Didier Stevens

Tuesday 5 September 2017

Abusing A Writable Windows Service

Filed under: Hacking — Didier Stevens @ 0:00

A friend had a problem: he found a Windows service with a writable executable (e.g. writable by a non-admin user), replaced it with a copy of cmd.exe, but got no prompt.

This is because of 2 reasons.

First, a Windows service is a Windows executable (PE file) that must be able to interact with the Services Control Manager when the SCM loads the executable. Since cmd.exe does not have the capability to interact with the SCM, the SCM will quickly stop the cmd.exe executable. On my Windows VM, cmd.exe ran only 200 milliseconds when launched by the SCM.

Here you can see how the SCM reacts when it launches cmd.exe:

This problem can be solved by creating a Windows service executable that launches cmd.exe upon starting. Creating such a Windows service with .NET is easy, here is the minimum C# source code for a service that launches cmd.exe upon starting:

using System.ServiceProcess;

namespace Demo
{
    public class Service : ServiceBase
    {
        protected override void OnStart(string[] args)
        {
            System.Diagnostics.Process.Start("cmd.exe");
        }
    }

    static class Program { static void Main() { ServiceBase.Run(new ServiceBase[] { new Service() }); } }
}

cmd.exe will be running, but we will still not have a console window. This is because of the second reason: Windows services run in session 0 and session 0 does not allow user interfaces. So cmd.exe runs in session 0 and my friend’s user account runs in session 1. If we can make cmd.exe run in session 1, then my friend can interact with the console.

There is a quick solution for this: psexec. With psexec’s option -i, one can specify in which session the program launched by psexec must run.
So our minimal code for a service becomes:

using System.ServiceProcess;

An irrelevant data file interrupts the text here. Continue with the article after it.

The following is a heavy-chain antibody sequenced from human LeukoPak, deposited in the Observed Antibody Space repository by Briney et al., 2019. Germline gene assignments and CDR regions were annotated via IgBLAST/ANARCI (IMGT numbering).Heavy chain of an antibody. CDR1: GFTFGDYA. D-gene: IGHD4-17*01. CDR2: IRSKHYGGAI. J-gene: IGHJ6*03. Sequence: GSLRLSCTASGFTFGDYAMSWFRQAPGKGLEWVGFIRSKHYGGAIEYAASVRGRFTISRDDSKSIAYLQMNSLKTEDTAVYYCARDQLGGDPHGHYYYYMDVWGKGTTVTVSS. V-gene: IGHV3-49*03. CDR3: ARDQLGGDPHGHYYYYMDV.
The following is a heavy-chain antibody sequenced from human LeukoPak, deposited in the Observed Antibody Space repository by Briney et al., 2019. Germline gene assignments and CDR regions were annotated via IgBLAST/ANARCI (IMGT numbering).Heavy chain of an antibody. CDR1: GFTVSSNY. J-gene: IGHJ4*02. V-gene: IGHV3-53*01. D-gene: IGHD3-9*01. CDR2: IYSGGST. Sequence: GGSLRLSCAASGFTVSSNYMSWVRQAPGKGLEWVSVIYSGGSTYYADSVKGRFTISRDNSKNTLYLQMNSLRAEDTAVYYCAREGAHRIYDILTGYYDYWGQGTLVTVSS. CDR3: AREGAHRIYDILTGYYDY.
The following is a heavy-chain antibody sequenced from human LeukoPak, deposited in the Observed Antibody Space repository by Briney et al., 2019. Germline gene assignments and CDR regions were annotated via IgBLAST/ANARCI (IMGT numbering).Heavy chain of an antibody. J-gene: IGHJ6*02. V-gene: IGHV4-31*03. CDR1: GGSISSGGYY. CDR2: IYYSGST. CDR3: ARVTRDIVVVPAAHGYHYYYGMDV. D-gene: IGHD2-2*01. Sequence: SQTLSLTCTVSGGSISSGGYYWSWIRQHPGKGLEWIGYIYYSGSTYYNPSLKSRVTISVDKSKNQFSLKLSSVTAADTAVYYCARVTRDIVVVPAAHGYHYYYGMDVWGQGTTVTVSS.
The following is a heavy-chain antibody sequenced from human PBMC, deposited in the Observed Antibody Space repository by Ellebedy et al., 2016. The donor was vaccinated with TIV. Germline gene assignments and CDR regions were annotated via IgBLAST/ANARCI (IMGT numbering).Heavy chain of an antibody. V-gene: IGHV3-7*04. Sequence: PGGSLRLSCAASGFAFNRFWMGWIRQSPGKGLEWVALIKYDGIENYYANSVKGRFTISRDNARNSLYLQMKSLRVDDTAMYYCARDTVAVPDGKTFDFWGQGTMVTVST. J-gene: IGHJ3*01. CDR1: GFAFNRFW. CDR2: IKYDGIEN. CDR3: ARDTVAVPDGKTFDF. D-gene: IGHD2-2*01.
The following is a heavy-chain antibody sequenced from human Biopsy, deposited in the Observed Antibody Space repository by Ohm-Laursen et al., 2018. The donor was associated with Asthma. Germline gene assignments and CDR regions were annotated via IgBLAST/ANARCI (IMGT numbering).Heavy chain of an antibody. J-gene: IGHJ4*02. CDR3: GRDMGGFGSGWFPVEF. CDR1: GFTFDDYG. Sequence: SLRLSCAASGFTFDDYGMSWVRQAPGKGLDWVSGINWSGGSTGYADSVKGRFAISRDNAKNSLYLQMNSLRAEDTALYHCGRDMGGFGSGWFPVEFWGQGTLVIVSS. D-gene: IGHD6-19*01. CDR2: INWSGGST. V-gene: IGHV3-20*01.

namespace Demo
{
    public class Service : ServiceBase
    {
        protected override void OnStart(string[] args)
        {
            System.Diagnostics.Process.Start(@"c:\demo\psexec.exe", @"-accepteula -d -i 1 cmd.exe");
        }
    }

    static class Program { static void Main() { ServiceBase.Run(new ServiceBase[] { new Service() }); } }
}

This simple service can be compiled with the C# compiler csc.exe:

In this example, I install the service with command “sc create Service type= own binpath= c:\demo\Service.exe”, but of course, my friend did not have to do this (this requires admin rights), he just had to replace the service’s executable:

When I first tried this, it did not work. Looking through procmon‘s logs for service.exe, I saw that the psexec executable was never loaded. At the end of the logs, I saw references to smartscreen.exe, and then quickly thereafter, service.exe stopped running. That’s when it dawned on me: when I downloaded psexec, I left the mark-of-web on the file. SmartScreen did now allow psexec to run because it was downloaded from the Internet. After removing that mark, it all ran without problem.

 

1 Comment »

  1. […] Windows service I used in my previous blog post can also be compiled on Kali (or other Linux distros or OSX) using […]

    Pingback by Compiling a Windows Service With Mono on Kali | Didier Stevens — Wednesday 6 September 2017 @ 0:00


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